From that article the interesting line to me is “Socrates comes to find that Meletus is full of self contradictions and generalizations.” – which is often the case of those accusing gaming of corrupting our youth. They talk in generalised unproven ways. And the recent speech by the NRA guy said ‘the only thing which stops a bad guy with a gun, is a good guy with a gun’. that is an obvious contradiction because he basically just outlined the entire plot of Call of Duty, despite earlier claiming that games like CoD are a corrupting influence.
if you locate a report from a proper government appointed study paneled by medical professionals you will usually find an admission that no evidence can be found of a link between gaming and violence.
as for parental responsibilities, i agree that bad parenting is often a factor in a child becoming isolated through lack of engagement. however with technology i think that parents could benefit from help in understanding what their children could be using the equipment to access or play. pre-installation of parental controls on consumer PC’s which the adult can choose to uninstall sounds like a good step to me for example, just as AV software used to be left to the consumer to install but now usually comes pre-installed.May 29, 2013 at 2:27 pm #81213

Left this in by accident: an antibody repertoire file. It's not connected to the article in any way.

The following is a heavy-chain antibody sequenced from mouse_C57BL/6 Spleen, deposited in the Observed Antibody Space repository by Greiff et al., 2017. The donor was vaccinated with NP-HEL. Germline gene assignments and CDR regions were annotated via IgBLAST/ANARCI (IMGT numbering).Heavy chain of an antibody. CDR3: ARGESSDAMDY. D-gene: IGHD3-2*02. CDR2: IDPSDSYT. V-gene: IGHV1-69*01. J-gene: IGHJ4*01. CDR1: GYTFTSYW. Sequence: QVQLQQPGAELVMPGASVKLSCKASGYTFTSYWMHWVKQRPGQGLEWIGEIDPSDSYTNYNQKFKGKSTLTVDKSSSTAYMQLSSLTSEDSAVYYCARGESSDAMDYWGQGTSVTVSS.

As commented by others, there has been no evidence that videogames and videogames that shows violence have any influence over the people that actually commit violent acts.
One of the most interesting aspects of people is how we are so determined to find who or what is “responsible” for all the things that go wrong. It seems to be easier to thing that there has to be this one, important thing, and that if we could only just fix that, then everything would be just fine. Unfortunately, in all things human in general, and in violence in particular, there’s never one single thing that tips the scale, is a hundred little things. Put two people in very similar enviroments and they will react differently, it is something that is very, very hard to predict, is not as sraightforwards as you might think by watching Criminal Minds or something loike that.
Do people who commit violent acts play violent videogames? Yes, they do… just as they watch TV, or drink milk, or watch Youtube; yet you don’t hear anyone claiming that any of those things causes violent behaviour. It’s just easier to go for a simple solution.May 30, 2013 at 10:07 am #81424
You guys are wonderful, this is why I asked you to write your thoughts.
You must be logged in to reply to this topic.